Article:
Miles Austin: The Final Numbers

Miles Austin & Dez Bryant | Dallas Cowboys

The Cowboys cut Miles Austin, who has battled injuries since 2011.

It’s old news now that the Cowboys have released receiver Miles Austin. For two seasons, Austin looked like the next coming of Drew Pearson—a free agent receiver with first-round talent. He was a key part of the Cowboys’ playoff season of 2009 following his breakout performance against the Kansas City Chiefs that year.

He was less impressive though still dangerous in 2010. Since that time, he has battled hamstring injuries and has not produced as he did in 2009.

Here are some final stats related to Austin’s time in Dallas:

1. Austin was primarily a kick returner between 2006 and 2008. He averaged 24.1 yards per return on 89 kickoff returns. The biggest moment of his early career occurred in the 2006 playoffs against the Seattle Seahawks, when Austin returned a kickoff 93 yards for a touchdown to give Dallas a 17-13 lead. It marked the only time that Austin ever scored on a kickoff return.

2. Austin caught his first NFL pass on Thanksgiving Day against the Jets on November 22, 2007. He caught a 17-yard pass on the Cowboys’ opening drive. Dallas later scored on that drive en route to a 34-3 blowout win.

3. His first 100-yard game was against the Green Bay Packers in 2008. He caught passes of 63 and 52 yards to gain 115 yards that night.

4. Other than the Green Bay game in 2008, he did not surpass 45 receiving yards in a game until he started against the Kansas City Chiefs on October 11, 2009. The reason he started was an injury suffered by Roy Williams against the Broncos the week before.

5. His 250 receiving yards against the Chiefs in 2009 are the most in franchise history. He broke Bob Hayes’ record of 246 set in 1966.

6. He had less than 45 receiving yards in only eight games between October 11, 2009 and the end of the 2010 season. He had nine games in which he had more than 100 receiving yards.

7. Austin’s success was critical for the Cowboys in 2009. Dallas had released receiver Terrell Owens and needed a playmaker to emerge.  Despite starting only nine games, Austin caught as many passes (81) as Owens had in 15 games in 2007, which was Owens’ most productive season in Dallas. Austin finished with 1320 yards and 11 TDs in 2009. Owens had 1355 yards and 15 TDs in 2007.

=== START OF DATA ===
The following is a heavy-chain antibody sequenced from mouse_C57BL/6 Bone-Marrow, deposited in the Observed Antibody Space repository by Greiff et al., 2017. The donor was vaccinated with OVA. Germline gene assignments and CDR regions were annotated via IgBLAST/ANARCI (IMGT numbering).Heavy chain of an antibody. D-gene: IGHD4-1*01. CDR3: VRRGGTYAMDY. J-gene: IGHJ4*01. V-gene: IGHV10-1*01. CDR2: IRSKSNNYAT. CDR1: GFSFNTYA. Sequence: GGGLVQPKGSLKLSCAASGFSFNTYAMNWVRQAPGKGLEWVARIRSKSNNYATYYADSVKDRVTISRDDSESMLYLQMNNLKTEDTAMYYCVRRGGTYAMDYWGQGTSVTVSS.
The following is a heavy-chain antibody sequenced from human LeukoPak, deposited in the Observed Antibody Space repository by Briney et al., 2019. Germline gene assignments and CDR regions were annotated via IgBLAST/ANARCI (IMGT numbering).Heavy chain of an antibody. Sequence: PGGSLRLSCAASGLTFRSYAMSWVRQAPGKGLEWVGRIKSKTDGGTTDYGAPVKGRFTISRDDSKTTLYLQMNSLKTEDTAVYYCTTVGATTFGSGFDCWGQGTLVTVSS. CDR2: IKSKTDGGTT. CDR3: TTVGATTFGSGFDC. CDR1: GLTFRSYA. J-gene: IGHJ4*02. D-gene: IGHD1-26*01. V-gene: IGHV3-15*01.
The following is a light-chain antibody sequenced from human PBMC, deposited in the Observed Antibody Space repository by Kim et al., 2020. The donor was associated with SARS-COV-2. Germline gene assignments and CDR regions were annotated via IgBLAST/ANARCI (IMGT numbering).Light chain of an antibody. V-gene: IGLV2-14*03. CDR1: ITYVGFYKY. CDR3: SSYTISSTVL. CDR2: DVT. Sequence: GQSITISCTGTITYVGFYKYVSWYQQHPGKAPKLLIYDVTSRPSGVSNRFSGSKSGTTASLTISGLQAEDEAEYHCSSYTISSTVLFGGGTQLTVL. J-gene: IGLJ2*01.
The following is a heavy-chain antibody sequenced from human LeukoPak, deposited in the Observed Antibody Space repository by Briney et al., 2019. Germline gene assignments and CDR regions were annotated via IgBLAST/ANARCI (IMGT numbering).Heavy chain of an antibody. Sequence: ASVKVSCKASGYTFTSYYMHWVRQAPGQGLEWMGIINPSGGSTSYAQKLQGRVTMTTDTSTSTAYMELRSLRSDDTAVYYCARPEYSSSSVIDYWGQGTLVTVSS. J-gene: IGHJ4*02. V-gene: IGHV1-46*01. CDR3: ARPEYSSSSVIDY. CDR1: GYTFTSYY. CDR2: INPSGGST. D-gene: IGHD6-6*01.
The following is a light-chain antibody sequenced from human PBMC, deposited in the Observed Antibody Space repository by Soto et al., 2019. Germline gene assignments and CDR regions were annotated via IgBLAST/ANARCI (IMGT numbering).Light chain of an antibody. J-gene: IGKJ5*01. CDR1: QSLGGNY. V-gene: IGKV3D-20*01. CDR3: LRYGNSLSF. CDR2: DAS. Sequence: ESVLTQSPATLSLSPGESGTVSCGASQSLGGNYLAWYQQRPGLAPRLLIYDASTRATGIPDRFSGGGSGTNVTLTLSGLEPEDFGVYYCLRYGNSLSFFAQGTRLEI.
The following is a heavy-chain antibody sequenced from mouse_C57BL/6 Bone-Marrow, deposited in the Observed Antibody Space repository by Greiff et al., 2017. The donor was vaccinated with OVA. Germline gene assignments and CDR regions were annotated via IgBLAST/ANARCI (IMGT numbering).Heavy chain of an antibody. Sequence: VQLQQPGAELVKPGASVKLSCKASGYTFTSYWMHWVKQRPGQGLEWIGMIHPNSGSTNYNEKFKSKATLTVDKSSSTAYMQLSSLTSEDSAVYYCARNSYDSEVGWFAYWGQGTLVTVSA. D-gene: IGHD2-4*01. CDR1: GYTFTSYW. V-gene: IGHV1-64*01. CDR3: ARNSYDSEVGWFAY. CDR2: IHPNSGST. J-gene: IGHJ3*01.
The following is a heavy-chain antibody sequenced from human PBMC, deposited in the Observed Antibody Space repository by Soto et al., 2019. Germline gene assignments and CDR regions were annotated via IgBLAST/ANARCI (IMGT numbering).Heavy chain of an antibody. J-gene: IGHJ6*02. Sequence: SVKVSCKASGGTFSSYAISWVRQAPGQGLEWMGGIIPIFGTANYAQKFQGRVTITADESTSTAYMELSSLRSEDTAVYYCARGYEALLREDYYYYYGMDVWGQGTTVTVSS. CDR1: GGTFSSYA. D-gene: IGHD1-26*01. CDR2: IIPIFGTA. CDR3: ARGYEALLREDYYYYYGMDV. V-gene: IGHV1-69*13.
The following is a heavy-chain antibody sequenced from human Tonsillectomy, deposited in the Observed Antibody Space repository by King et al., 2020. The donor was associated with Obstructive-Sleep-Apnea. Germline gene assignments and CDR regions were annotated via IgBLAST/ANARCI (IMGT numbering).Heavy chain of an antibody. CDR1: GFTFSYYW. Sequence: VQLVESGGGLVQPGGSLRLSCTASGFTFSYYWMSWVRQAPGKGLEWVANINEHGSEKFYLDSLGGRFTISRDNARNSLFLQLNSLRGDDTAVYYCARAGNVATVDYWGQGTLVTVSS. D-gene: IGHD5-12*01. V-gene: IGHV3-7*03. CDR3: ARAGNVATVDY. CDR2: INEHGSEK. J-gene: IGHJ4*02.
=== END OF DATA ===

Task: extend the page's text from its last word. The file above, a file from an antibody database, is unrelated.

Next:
8. Between 2011 and 2013, Austin had only three 100-yard receiving games.

9. In the three season finales against the Giants, Redskins, and Eagles in 2011, 2012, and 2013, Austin caught a combined total of four receptions for 42 yards.

10. Austin’s last 100-yard game with the Cowboys came on October 28, 2012, when he caught nine passes for 133 yards.

11. His last touchdown reception as a Cowboy occurred on December 23, 2012 against the New Orleans Saints.

12. Austin caught his last pass as a Cowboy in the fourth quarter of the season finale against the Eagles. The 16-yard pass from Kyle Orton to Austin gave the Cowboys a first down at the Philadelphia 49 with the Cowboys training 17-16. The Cowboys turned the ball over on downs, however.

13. Austin finishes his career in Dallas ranked ninth in receptions. Thanks to his two receptions against the Eagles in his final game as a Cowboy, he surpassed former tight end Doug Cosbie on the team’s reception list (301 for Austin, 300 for Cosbie).

14. Austin ranks seventh in receiving yards but is just 377 yards ahead of Dez Bryant.

15. Austin ranks tenth in TD receptions with 34. Bryant already has 40.

 

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Article by Matt Cordon

Blogging impatiently about the Cowboys since 2006. Being a fan since 1977 hasn't required quite as much patience.
Matt Cordon tagged this post with: , , , , , , , Read 1590 articles by
  • http://tinyurl.com/CowboyBooksBlog fgoodwin

    I remember saying around 2006 or 2007 that Austin, Crayton and Hurd would never be more than spares. For a while Austin proved me wrong, but ultimately (and sadly) I think I was right.

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